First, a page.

The soft robots of the future are strong, nimble and adaptable
Clunky, metallic droids like C-3PO? Old news. CU Boulder engineers have created a new class of soft, flexible robots that rival biological muscles, pointing the way to the future of prosthetics, automation and other human-robot interactions.
Developed by Assistant Professor Christoph Keplinger and his colleagues, these electrically activated devices expand and contract when voltage is applied, allowing them to gingerly grasp a raspberry or lift a gallon of water. But instead of bulky pistons and motors, the robots are constructed from the same elastomer material as potato chip bags, lowering their production cost to mere cents.
The invention, which made headlines worldwide, represents a significant advance in the field of soft robotics and could one day displace heavier, more expensive machinery.
“We draw our inspiration from the astonishing capabilities of biological muscle,” Keplinger said. “The devices reproduce the adaptability of an octopus arm, the speed of a hummingbird and the strength of an elephant.”
The robots, formally known as HASEL actuators, look unassuming enough. Each one consists of a doughnut-shaped pouch filled with canola oil and hooked up to a pair of electrodes. When voltage is applied, the liquid displaces and changes the flexible shell’s shape. Flip the switch off and the device relaxes, resuming its original form.
The liquid also provides HASEL with another crucial attribute: self-healing. When biological muscles contract using electrical impulses, they recover instantaneously, allowing them to be used again right away. Keplinger’s robots achieve a similar effect. The oil inside each pouch reliably recovers its conductive properties after each jolt of current, making it possible to fire the artificial muscle quickly and repeatedly.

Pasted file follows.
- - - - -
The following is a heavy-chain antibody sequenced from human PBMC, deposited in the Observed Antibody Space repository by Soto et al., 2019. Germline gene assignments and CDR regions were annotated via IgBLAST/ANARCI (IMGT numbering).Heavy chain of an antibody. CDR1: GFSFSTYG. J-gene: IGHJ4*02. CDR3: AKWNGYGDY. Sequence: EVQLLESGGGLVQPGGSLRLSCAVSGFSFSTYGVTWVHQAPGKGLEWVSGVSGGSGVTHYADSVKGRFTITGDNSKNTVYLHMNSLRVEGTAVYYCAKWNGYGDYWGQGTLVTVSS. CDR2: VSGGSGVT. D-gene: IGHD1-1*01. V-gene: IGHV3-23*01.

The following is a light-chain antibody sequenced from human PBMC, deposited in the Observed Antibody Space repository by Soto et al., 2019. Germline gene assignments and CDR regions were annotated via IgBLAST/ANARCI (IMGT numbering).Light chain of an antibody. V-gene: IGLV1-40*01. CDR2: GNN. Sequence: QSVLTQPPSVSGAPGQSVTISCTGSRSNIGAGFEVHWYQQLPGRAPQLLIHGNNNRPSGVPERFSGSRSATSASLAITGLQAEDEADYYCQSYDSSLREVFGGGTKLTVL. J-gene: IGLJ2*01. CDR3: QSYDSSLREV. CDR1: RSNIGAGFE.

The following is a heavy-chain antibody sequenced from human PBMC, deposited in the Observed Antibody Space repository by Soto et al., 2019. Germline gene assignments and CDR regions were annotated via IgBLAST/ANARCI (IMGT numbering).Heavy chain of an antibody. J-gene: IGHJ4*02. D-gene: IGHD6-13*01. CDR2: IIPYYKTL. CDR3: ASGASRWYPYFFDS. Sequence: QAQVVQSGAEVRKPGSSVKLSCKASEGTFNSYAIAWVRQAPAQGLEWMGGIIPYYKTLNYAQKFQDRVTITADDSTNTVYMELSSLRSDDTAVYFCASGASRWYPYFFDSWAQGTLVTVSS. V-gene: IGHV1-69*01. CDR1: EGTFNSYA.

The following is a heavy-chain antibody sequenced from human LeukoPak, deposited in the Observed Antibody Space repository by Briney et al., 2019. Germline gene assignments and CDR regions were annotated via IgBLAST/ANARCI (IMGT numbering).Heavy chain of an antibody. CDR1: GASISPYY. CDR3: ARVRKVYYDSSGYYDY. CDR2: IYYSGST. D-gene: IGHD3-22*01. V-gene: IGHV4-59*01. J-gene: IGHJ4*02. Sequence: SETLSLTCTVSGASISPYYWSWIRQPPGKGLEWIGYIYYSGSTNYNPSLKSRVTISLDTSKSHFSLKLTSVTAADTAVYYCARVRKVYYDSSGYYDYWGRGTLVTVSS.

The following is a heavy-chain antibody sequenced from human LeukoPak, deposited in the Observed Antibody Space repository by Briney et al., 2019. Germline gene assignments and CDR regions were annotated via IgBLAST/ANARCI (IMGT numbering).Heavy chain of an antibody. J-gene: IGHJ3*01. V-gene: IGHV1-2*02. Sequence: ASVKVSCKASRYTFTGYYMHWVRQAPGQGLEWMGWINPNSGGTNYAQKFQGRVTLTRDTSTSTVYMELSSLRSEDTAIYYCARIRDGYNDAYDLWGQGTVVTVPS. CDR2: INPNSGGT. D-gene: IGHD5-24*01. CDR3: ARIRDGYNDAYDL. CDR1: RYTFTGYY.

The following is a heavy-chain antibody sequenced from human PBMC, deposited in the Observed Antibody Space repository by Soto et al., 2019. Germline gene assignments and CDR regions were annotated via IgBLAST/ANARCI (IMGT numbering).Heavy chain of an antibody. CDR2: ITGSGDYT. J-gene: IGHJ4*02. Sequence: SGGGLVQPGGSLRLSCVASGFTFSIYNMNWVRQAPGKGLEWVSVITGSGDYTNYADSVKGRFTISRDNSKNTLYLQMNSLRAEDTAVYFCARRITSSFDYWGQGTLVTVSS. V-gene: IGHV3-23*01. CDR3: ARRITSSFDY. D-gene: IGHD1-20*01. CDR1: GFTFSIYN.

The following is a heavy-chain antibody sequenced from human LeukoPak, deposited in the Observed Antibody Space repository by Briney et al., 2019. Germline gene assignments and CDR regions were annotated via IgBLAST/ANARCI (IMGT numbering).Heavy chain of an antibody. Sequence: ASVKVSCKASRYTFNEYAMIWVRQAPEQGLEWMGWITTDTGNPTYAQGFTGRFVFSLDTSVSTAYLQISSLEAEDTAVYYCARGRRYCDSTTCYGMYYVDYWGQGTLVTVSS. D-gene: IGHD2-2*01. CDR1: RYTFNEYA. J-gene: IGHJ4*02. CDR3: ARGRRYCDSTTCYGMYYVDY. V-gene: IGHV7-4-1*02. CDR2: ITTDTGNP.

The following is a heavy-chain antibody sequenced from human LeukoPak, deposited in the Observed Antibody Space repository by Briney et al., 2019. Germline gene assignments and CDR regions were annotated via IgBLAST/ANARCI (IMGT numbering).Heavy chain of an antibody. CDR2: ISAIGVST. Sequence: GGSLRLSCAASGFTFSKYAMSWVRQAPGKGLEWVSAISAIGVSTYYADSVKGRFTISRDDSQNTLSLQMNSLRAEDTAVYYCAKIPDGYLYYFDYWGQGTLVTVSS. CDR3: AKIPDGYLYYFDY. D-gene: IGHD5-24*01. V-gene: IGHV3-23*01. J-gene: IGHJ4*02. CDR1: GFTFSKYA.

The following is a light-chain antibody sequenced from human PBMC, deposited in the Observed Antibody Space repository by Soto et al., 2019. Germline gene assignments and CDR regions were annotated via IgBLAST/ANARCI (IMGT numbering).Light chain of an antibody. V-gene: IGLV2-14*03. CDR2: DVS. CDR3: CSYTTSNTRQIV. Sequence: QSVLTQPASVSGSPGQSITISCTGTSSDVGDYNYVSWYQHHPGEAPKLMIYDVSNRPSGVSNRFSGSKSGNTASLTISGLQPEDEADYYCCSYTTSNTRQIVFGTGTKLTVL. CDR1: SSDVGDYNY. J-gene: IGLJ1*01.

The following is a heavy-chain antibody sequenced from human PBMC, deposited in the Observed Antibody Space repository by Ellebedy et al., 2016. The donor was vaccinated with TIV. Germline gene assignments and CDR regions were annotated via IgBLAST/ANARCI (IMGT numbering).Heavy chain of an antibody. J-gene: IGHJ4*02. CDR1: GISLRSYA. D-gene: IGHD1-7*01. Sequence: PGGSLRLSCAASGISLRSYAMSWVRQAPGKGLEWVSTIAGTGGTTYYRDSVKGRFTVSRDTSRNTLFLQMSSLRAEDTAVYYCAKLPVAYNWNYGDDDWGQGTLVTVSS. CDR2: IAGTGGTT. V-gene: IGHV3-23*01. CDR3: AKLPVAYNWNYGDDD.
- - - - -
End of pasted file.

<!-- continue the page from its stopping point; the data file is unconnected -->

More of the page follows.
Resilient self-healing abilities allow the devices to be rigged together in parallel, increasing their combined strength to rival or exceed that of a human biceps. They can also be positioned opposite each other on a rigid structure and contracted together to grip objects.
“The ability to create electrically powered soft actuators that lift a gallon of water several times per second is something we haven’t seen before,” said Eric Acome, a doctoral student in mechanical engineering.
The simplicity, versatility and cost-efficiency of HASEL’s design could make it an appealing platform technology for the robotics industry as companies seek out nimbler automation tools.
“We can make these devices for around 10 cents, even now,” said Nicholas Kellaris, a doctoral student in mechanical engineering. “The materials are low-cost, scalable and compatible with current industrial manufacturing techniques.
Keplinger and his students—several of whom are undergraduates—plan to continue optimizing the HASEL design and have secured design patents with the assistance of CU Boulder’s Technology Transfer Office. Next up: advanced fabrication techniques that could lead to next-gen prosthetic limbs.